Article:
The Australian cattle and sheep industries have developed a meat-grading system that is consumer friendly.
It’s complicated – too complicated for many Americans – but it comes close to guaranteeing consumers that the grade they buy will perform as expected.
That consistency and reliability is something that’s annoyingly elusive under the United States and Canadian beef-grading systems.
The Australians incorporate much more information, including gender, genetics, feed rations and age among other factors in their grading system.
And they apply it to the many different cuts from a carcass, not just one grade for the entire carcass.
Consumers can shop for one grade of steak to barbecue, another to marinate and cut thin for a salad. Likewise there are different grades for roasts, depending on what the cook wants to prepare.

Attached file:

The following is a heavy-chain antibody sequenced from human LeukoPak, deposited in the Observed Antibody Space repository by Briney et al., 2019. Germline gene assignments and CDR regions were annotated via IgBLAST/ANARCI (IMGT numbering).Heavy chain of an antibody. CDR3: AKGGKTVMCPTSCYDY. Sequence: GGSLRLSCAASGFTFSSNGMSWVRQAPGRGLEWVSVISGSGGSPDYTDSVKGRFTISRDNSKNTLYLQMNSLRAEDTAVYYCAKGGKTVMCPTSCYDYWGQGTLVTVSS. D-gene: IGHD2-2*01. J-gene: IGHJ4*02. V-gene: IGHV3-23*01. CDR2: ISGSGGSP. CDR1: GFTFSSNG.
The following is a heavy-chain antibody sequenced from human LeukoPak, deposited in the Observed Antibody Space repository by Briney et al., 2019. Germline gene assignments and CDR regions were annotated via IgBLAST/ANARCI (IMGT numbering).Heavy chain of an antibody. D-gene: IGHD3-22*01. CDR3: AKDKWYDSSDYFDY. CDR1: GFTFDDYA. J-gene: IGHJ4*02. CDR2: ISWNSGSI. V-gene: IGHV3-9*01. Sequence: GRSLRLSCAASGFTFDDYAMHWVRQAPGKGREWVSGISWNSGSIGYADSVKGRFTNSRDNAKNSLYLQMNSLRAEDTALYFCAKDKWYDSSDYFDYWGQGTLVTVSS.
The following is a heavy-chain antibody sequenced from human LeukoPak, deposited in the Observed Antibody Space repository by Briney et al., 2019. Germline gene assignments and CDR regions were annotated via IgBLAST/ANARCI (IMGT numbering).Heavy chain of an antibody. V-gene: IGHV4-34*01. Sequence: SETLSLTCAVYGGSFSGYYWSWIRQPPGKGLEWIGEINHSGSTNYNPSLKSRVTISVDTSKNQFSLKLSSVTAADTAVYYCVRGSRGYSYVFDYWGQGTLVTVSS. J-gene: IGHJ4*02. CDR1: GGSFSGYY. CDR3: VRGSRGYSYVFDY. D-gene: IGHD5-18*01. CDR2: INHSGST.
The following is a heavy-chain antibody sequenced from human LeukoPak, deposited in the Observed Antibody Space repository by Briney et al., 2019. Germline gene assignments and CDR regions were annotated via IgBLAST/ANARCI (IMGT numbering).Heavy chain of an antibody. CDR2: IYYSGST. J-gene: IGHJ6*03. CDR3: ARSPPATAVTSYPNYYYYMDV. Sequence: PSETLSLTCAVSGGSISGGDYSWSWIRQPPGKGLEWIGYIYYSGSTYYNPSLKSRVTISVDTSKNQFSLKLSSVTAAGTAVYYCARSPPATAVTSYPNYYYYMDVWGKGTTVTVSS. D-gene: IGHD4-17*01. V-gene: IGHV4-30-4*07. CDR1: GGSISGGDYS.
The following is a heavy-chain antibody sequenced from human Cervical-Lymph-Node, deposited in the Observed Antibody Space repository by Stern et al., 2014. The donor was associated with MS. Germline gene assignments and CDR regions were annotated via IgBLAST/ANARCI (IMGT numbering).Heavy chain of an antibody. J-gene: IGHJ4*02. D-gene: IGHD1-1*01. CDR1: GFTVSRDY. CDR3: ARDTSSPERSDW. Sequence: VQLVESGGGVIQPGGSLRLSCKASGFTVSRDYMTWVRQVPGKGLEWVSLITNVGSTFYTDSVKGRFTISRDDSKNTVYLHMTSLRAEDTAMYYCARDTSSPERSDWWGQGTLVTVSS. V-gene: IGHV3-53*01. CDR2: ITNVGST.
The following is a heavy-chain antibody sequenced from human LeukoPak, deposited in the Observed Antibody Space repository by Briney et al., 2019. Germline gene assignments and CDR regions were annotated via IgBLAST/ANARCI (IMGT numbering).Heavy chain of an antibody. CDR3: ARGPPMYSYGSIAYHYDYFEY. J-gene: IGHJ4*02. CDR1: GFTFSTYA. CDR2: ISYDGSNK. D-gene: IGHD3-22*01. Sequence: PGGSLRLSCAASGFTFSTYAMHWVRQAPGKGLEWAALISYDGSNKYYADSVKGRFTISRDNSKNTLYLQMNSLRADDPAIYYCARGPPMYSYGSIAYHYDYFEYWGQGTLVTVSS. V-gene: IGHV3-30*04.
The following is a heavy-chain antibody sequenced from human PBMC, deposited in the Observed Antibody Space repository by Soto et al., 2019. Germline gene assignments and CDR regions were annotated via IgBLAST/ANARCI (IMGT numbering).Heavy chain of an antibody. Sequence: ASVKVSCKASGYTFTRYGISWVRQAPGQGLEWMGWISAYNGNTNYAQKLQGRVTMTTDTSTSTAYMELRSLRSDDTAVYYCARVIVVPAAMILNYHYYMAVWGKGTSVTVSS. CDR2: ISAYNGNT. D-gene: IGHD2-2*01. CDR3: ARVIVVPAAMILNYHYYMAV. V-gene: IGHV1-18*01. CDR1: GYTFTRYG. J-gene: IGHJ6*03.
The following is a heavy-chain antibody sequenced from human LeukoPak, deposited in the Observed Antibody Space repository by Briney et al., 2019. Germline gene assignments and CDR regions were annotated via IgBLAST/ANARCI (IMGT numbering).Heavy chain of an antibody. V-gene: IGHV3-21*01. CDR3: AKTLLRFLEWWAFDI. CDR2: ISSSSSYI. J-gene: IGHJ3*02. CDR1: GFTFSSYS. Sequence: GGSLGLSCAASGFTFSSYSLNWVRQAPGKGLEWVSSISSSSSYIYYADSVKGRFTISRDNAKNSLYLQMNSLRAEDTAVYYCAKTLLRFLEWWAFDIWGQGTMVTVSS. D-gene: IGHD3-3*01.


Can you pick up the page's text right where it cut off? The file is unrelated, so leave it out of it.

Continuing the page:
Hotels and restaurants like the grading because they are able to offer consistency for their clientele.
The Australians think their system is good enough to become the global standard. France and Japan are definitely interested, but not so much the Americans and Canadians – yet.
However, when hotels, restaurants and foodservice companies start showing a preference for Australian beef, that could change.
The Australian approach is focused on consumers whereas North American grading standards have focused on the desires of meat packers and farmers with little, if any, research to determine consumer responses.